Many African Americans, free and slave, supported Texas during its 1835-36 war of independence from Mexico. Although official recognition of the African American role was generally denied, recorded accounts of individual acts of bravery and patriotism survived.
Hendrick Arnold distinguished himself as a guide and soldier for Ben Milam's Texas Army at the Siege of Bexar and later at the Battle of San Jacinto.
William E. (Bill) Goyens, a prominent African American businessman of Nacogdoches, served as an interpreter and liaison for Sam Houston during treaty negotiations with the Cherokee Indians at the outset of the war.
Samuel McCullough, Jr., a freeman, was severely wounded in the Goliad Campaign in late 1835 and later recognized by the Texas Congress as among the first to shed blood in the Texas War for Independence.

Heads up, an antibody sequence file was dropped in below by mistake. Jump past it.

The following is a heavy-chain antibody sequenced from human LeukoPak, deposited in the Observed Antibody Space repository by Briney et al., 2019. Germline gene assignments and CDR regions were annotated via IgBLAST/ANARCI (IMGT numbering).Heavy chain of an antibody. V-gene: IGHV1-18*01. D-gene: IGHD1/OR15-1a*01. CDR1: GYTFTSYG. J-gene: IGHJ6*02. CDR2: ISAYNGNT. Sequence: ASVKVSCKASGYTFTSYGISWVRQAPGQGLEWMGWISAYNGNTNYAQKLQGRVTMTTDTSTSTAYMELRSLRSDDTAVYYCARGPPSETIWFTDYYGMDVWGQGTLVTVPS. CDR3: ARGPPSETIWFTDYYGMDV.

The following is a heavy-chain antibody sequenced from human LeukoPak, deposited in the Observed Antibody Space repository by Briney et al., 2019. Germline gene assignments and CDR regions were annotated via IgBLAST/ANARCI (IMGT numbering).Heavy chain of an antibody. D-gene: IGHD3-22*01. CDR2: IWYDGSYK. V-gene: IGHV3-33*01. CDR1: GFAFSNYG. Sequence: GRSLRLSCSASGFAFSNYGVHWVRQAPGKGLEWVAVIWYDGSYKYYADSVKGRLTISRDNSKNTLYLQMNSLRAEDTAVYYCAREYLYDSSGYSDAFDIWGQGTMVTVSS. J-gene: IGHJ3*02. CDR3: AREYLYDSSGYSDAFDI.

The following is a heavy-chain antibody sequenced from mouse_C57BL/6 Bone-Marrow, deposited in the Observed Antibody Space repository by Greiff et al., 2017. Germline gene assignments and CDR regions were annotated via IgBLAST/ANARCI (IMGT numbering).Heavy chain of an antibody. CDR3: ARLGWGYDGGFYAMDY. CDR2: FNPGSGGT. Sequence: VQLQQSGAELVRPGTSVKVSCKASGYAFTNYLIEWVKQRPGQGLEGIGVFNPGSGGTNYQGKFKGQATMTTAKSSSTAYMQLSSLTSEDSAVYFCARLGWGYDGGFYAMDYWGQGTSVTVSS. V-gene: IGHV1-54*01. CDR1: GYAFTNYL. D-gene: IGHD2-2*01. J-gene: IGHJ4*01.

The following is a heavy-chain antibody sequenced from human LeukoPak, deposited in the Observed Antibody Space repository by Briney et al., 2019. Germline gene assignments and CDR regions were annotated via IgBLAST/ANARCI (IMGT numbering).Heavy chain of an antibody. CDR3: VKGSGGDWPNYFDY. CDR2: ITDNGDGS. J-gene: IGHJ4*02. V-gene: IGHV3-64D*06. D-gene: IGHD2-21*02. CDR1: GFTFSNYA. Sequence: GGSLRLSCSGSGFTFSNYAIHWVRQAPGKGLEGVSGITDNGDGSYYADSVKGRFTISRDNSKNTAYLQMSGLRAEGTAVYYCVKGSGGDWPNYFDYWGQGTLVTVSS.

Joe Travis was among the few defenders of the Alamo to survive the devastating siege by Mexican General Santa Anna in 1836. Travis later carried news of the battle to General Sam Houston.
African Americans are counted among the Texas Army massacred at Goliad, among those who contributed money and transported supplies for the Texas Army, and among those who died defending the Alamo.